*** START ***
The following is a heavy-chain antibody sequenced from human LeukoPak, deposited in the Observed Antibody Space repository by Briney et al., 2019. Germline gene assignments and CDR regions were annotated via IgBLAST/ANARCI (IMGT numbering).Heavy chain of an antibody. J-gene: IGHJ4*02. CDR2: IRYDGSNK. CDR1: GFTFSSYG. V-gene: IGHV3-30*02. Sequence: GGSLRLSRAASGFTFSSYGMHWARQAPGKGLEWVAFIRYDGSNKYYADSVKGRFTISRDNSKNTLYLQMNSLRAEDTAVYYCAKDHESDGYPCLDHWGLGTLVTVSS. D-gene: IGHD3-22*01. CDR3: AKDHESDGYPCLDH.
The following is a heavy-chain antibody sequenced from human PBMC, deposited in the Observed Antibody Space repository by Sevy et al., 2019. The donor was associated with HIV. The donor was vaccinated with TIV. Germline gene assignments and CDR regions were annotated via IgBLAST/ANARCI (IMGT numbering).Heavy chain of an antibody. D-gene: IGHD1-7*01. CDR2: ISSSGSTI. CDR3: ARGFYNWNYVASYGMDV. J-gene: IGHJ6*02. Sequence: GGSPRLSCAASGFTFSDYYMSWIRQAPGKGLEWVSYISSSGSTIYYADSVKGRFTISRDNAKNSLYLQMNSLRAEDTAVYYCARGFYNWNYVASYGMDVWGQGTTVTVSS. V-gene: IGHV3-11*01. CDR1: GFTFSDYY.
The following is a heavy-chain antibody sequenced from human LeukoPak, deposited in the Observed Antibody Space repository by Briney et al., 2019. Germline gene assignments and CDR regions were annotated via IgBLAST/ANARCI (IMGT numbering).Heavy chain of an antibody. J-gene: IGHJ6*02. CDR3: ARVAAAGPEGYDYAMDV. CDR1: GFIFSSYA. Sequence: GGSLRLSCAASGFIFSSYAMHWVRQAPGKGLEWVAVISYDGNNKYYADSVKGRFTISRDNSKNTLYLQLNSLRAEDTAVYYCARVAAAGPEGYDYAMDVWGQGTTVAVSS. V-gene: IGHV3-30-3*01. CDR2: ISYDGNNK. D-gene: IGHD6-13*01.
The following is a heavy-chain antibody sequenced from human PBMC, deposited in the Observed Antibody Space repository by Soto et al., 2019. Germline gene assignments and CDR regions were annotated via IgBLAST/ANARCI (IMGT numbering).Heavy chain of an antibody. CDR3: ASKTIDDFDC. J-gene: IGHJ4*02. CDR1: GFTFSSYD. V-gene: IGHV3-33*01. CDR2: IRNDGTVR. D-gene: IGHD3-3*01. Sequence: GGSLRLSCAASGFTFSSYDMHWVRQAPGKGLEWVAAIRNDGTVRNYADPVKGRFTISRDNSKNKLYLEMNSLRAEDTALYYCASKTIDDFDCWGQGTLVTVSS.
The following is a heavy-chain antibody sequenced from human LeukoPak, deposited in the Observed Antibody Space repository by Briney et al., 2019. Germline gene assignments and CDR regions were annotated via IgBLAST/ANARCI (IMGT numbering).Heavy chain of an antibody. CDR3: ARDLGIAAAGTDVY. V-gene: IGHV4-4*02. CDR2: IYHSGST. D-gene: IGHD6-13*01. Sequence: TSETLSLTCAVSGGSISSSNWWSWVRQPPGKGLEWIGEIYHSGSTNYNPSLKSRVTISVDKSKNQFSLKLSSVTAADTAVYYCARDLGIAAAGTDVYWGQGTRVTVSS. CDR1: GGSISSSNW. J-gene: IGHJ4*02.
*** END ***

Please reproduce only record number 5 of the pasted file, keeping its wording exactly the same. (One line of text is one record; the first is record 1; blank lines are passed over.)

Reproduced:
The following is a heavy-chain antibody sequenced from human LeukoPak, deposited in the Observed Antibody Space repository by Briney et al., 2019. Germline gene assignments and CDR regions were annotated via IgBLAST/ANARCI (IMGT numbering).Heavy chain of an antibody. CDR3: ARDLGIAAAGTDVY. V-gene: IGHV4-4*02. CDR2: IYHSGST. D-gene: IGHD6-13*01. Sequence: TSETLSLTCAVSGGSISSSNWWSWVRQPPGKGLEWIGEIYHSGSTNYNPSLKSRVTISVDKSKNQFSLKLSSVTAADTAVYYCARDLGIAAAGTDVYWGQGTRVTVSS. CDR1: GGSISSSNW. J-gene: IGHJ4*02.